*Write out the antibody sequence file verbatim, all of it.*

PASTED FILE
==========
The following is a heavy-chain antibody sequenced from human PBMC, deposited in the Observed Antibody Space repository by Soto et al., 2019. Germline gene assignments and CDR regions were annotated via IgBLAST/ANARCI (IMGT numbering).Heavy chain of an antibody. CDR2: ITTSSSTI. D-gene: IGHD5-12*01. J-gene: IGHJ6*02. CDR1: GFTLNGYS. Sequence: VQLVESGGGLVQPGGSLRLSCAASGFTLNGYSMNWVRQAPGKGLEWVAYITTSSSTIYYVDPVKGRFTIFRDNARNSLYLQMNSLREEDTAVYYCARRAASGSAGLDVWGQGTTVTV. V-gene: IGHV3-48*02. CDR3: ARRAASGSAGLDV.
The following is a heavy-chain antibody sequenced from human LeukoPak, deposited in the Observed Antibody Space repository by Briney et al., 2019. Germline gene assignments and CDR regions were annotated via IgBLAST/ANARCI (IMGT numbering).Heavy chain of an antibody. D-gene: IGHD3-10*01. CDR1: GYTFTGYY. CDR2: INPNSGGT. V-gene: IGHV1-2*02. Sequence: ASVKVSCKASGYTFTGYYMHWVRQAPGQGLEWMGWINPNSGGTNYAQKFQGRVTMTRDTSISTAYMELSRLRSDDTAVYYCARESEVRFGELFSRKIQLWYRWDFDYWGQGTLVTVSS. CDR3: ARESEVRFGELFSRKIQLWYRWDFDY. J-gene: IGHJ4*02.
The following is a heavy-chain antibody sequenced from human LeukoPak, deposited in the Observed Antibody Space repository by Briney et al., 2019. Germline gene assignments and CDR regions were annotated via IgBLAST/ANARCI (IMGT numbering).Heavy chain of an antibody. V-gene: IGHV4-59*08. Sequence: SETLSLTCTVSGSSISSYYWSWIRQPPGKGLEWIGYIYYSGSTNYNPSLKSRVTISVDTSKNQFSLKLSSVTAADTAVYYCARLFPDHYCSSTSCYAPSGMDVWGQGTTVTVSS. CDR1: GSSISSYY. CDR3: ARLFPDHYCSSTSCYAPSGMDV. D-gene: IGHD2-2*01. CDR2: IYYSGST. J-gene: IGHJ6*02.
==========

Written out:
The following is a heavy-chain antibody sequenced from human PBMC, deposited in the Observed Antibody Space repository by Soto et al., 2019. Germline gene assignments and CDR regions were annotated via IgBLAST/ANARCI (IMGT numbering).Heavy chain of an antibody. CDR2: ITTSSSTI. D-gene: IGHD5-12*01. J-gene: IGHJ6*02. CDR1: GFTLNGYS. Sequence: VQLVESGGGLVQPGGSLRLSCAASGFTLNGYSMNWVRQAPGKGLEWVAYITTSSSTIYYVDPVKGRFTIFRDNARNSLYLQMNSLREEDTAVYYCARRAASGSAGLDVWGQGTTVTV. V-gene: IGHV3-48*02. CDR3: ARRAASGSAGLDV.
The following is a heavy-chain antibody sequenced from human LeukoPak, deposited in the Observed Antibody Space repository by Briney et al., 2019. Germline gene assignments and CDR regions were annotated via IgBLAST/ANARCI (IMGT numbering).Heavy chain of an antibody. D-gene: IGHD3-10*01. CDR1: GYTFTGYY. CDR2: INPNSGGT. V-gene: IGHV1-2*02. Sequence: ASVKVSCKASGYTFTGYYMHWVRQAPGQGLEWMGWINPNSGGTNYAQKFQGRVTMTRDTSISTAYMELSRLRSDDTAVYYCARESEVRFGELFSRKIQLWYRWDFDYWGQGTLVTVSS. CDR3: ARESEVRFGELFSRKIQLWYRWDFDY. J-gene: IGHJ4*02.
The following is a heavy-chain antibody sequenced from human LeukoPak, deposited in the Observed Antibody Space repository by Briney et al., 2019. Germline gene assignments and CDR regions were annotated via IgBLAST/ANARCI (IMGT numbering).Heavy chain of an antibody. V-gene: IGHV4-59*08. Sequence: SETLSLTCTVSGSSISSYYWSWIRQPPGKGLEWIGYIYYSGSTNYNPSLKSRVTISVDTSKNQFSLKLSSVTAADTAVYYCARLFPDHYCSSTSCYAPSGMDVWGQGTTVTVSS. CDR1: GSSISSYY. CDR3: ARLFPDHYCSSTSCYAPSGMDV. D-gene: IGHD2-2*01. CDR2: IYYSGST. J-gene: IGHJ6*02.